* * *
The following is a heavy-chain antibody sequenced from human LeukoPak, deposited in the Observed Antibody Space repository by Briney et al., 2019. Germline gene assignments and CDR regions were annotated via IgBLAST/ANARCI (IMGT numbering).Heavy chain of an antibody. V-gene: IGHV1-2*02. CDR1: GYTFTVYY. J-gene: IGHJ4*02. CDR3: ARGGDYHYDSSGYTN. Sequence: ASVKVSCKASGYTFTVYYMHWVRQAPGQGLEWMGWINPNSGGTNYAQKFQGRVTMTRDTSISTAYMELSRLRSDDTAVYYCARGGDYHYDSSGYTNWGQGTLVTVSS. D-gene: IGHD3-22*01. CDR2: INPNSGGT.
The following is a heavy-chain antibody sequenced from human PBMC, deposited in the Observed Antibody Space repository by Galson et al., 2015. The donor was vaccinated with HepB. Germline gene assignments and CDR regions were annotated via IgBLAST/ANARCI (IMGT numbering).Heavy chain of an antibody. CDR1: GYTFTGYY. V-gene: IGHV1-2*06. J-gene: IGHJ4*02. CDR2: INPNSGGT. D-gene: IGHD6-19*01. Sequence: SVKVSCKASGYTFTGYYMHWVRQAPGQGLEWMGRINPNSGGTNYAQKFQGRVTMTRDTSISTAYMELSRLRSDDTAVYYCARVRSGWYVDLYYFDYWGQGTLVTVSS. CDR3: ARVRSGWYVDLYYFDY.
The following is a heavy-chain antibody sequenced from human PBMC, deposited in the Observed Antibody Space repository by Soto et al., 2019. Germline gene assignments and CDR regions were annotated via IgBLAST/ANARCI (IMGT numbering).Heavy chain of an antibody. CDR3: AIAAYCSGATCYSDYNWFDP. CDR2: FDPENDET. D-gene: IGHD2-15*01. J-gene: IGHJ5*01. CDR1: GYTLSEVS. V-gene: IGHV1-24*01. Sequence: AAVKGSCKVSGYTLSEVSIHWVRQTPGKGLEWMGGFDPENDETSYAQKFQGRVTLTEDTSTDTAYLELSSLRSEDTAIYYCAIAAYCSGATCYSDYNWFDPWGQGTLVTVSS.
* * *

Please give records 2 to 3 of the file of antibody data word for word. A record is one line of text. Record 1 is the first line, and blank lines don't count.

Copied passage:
The following is a heavy-chain antibody sequenced from human PBMC, deposited in the Observed Antibody Space repository by Galson et al., 2015. The donor was vaccinated with HepB. Germline gene assignments and CDR regions were annotated via IgBLAST/ANARCI (IMGT numbering).Heavy chain of an antibody. CDR1: GYTFTGYY. V-gene: IGHV1-2*06. J-gene: IGHJ4*02. CDR2: INPNSGGT. D-gene: IGHD6-19*01. Sequence: SVKVSCKASGYTFTGYYMHWVRQAPGQGLEWMGRINPNSGGTNYAQKFQGRVTMTRDTSISTAYMELSRLRSDDTAVYYCARVRSGWYVDLYYFDYWGQGTLVTVSS. CDR3: ARVRSGWYVDLYYFDY.
The following is a heavy-chain antibody sequenced from human PBMC, deposited in the Observed Antibody Space repository by Soto et al., 2019. Germline gene assignments and CDR regions were annotated via IgBLAST/ANARCI (IMGT numbering).Heavy chain of an antibody. CDR3: AIAAYCSGATCYSDYNWFDP. CDR2: FDPENDET. D-gene: IGHD2-15*01. J-gene: IGHJ5*01. CDR1: GYTLSEVS. V-gene: IGHV1-24*01. Sequence: AAVKGSCKVSGYTLSEVSIHWVRQTPGKGLEWMGGFDPENDETSYAQKFQGRVTLTEDTSTDTAYLELSSLRSEDTAIYYCAIAAYCSGATCYSDYNWFDPWGQGTLVTVSS.